Yesterday, I sat in a conversation with a potential investor in Brooklyn Bridge Ventures and he asked me "How do you get dealflow?"
I know I've gotten asked this question a million times over during this process, but for some reason, it just sounded different this time. I usually talk about being visible, knowing a lot of folks, etc... but in a moment of clarity, I realized that everything I get--dealflow, fund investors, opportunities to hire people, etc.--comes from one thing:
I can't tell you how many times something has come through for me that I can trace back to things I did for someone years before. Investments of time made for others always seems to come back to me in spades.
It's not always a 1:1 trade. There are some people who have never been able to do anything for me and there are others that I have no idea how I'm ever going to repay them because they've done so much for me.
In part, it's how I was taught:
"On July 31, 1973, the feast day of St. Ignatius, Jesuit Superior General Fr. Pedro Arrupe coined the term “Men and Women for Others” in an address to the Tenth International Congress of Jesuit Alumni of Europe. This has become the foundational element of Jesuit education worldwide. The term has come to mean that if one person graduates from a Jesuit school lacking a sense of social justice, the school has not achieved its primary mission. "
So perhaps what I learned at Fordham that benefited me post wasn't necessarily my Finance classes--it was trying to live my life for others. Is it no accident, then, that one of the founding fathers of venture capital, Don Valentine of Sequoia, also came from Fordham? Maybe a key to being in venture is a desire to help others? Makes you wonder how many social workers might have made excellent investors.
Getting something back isn't why I do things for others--I like teaching and helping, particularly if I can connect awesome people or prevent others from making mistakes, but nowadays it also feels like a prerequisite for my job.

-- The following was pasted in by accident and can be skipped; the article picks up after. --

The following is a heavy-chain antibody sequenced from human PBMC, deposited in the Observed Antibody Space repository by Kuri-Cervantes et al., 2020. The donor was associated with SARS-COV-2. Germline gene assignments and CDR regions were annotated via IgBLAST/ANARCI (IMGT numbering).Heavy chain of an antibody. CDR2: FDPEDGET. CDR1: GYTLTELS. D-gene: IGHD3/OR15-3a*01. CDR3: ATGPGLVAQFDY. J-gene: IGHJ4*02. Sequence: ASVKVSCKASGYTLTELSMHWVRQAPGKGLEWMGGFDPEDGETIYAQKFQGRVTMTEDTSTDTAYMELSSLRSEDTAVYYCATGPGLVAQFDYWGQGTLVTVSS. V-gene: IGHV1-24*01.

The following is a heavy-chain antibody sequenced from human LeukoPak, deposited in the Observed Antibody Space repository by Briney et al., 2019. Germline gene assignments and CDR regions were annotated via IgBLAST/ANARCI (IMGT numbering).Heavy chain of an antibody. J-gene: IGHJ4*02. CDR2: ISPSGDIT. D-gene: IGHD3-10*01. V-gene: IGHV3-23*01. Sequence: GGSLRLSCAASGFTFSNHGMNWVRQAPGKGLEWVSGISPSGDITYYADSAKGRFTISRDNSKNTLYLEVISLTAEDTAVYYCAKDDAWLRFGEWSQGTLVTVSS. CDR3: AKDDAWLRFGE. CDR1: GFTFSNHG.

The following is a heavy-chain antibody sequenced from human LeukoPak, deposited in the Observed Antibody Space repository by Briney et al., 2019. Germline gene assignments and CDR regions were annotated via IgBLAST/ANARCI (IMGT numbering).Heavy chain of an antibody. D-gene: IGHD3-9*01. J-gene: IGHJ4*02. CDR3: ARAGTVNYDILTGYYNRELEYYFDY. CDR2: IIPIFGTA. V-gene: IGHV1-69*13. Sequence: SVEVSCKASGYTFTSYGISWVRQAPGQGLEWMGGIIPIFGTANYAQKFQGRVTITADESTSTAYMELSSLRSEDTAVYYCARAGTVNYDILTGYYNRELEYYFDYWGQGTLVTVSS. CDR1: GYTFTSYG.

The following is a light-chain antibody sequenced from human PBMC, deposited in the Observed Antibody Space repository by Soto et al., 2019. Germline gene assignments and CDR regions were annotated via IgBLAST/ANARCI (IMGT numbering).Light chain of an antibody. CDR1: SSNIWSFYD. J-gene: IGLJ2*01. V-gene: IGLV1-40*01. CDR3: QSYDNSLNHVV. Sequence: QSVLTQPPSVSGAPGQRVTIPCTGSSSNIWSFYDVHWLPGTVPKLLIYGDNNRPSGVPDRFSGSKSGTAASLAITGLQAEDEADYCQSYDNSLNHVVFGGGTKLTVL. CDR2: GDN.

To be a good VC, you're going to offer up a lot of time to companies that may never pay back a dime--or even to deals you never wind up doing. There's no magic flow of great deal flow. You're going to spend a lot of time helping people that just aren't going to make it with their business. In NYC in particular, you're also going to have to give a lot of your time in public. There's a lot of money flowing to startups and so if you're going to run a fund, you're going to have to get out there in front of a lot of people. That means speaking, judging, mentoring, blogging...
...ie if you're not the accessible type who gives pretty freely of their time, early stage venture capital may not be for you.
That's also why when I talk to people looking to break into this industry, or startups in general, my advice generally revolves around "Start giving."
That's basically the way in. Start helping. Share advice. Learn what other people need and get it for them.
It's really hard to be the smartest person, and it's really unclear sometimes whether or not you need to be smart or lucky--but you can always strive to be more helpful. The return on investment for the time you put into others is extremely high--and will reap benefits for years to come.